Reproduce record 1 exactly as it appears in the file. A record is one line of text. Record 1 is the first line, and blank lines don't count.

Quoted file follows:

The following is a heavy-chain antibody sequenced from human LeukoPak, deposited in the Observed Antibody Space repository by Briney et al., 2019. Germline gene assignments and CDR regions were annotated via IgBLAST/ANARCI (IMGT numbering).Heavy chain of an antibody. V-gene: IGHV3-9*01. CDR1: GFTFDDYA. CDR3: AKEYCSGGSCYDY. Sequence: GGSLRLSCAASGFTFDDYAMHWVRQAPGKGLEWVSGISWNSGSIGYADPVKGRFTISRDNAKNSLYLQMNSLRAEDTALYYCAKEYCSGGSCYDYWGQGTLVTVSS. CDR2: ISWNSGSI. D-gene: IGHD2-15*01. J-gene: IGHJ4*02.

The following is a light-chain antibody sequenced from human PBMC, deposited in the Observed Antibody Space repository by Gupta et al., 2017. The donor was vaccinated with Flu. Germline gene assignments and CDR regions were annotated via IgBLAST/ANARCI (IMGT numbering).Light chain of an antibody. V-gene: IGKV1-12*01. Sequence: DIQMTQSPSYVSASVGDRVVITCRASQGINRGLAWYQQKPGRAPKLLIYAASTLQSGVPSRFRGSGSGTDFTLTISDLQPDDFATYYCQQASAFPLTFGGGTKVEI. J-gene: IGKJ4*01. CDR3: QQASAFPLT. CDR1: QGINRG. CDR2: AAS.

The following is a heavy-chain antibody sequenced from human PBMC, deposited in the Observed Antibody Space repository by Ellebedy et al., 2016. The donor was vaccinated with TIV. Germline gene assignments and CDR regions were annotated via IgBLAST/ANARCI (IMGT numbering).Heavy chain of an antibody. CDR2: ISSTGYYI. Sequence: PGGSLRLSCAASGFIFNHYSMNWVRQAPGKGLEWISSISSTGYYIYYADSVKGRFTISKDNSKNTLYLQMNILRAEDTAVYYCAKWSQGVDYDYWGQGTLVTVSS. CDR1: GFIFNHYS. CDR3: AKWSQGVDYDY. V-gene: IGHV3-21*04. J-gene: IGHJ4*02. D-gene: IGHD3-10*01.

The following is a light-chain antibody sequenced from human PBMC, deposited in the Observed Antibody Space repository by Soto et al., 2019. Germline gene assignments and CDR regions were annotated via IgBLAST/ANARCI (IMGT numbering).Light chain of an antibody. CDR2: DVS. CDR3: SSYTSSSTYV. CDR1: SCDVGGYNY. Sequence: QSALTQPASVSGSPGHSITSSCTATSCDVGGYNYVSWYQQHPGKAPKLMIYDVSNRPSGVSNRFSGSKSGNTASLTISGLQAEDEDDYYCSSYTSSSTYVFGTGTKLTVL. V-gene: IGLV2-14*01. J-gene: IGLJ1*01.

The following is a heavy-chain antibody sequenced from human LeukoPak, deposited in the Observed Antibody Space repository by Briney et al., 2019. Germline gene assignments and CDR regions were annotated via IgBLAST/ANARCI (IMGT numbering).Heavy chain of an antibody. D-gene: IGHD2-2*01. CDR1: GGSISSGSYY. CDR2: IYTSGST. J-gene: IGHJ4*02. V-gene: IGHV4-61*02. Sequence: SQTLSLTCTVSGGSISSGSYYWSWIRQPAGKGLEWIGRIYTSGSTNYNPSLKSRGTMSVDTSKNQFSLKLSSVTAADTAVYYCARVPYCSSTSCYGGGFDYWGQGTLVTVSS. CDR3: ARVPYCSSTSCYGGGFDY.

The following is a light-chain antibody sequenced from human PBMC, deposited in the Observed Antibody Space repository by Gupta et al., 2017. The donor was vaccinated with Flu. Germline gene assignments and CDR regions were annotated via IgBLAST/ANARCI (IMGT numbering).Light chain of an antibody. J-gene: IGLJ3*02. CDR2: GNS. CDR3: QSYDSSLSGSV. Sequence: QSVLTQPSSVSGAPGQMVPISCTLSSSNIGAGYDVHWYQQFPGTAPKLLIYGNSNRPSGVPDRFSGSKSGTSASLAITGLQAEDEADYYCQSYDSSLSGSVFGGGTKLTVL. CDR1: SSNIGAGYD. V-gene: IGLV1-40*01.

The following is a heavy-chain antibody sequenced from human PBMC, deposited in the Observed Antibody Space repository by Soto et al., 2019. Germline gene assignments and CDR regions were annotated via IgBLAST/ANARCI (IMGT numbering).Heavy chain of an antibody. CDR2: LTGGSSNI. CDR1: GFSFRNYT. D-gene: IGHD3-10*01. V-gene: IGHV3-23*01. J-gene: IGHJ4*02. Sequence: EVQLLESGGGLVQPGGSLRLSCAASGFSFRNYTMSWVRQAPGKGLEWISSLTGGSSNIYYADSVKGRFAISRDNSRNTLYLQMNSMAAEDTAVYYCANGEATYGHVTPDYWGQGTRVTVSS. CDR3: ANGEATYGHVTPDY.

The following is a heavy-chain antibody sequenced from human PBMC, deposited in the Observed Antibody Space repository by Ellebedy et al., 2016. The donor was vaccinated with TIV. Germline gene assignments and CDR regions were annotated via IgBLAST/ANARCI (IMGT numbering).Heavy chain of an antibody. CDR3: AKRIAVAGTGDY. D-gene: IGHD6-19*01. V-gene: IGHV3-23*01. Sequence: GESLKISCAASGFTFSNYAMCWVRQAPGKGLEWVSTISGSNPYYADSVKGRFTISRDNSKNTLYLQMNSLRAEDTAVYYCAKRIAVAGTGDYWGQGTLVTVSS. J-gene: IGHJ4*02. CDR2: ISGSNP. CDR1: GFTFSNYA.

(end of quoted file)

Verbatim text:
The following is a heavy-chain antibody sequenced from human LeukoPak, deposited in the Observed Antibody Space repository by Briney et al., 2019. Germline gene assignments and CDR regions were annotated via IgBLAST/ANARCI (IMGT numbering).Heavy chain of an antibody. V-gene: IGHV3-9*01. CDR1: GFTFDDYA. CDR3: AKEYCSGGSCYDY. Sequence: GGSLRLSCAASGFTFDDYAMHWVRQAPGKGLEWVSGISWNSGSIGYADPVKGRFTISRDNAKNSLYLQMNSLRAEDTALYYCAKEYCSGGSCYDYWGQGTLVTVSS. CDR2: ISWNSGSI. D-gene: IGHD2-15*01. J-gene: IGHJ4*02.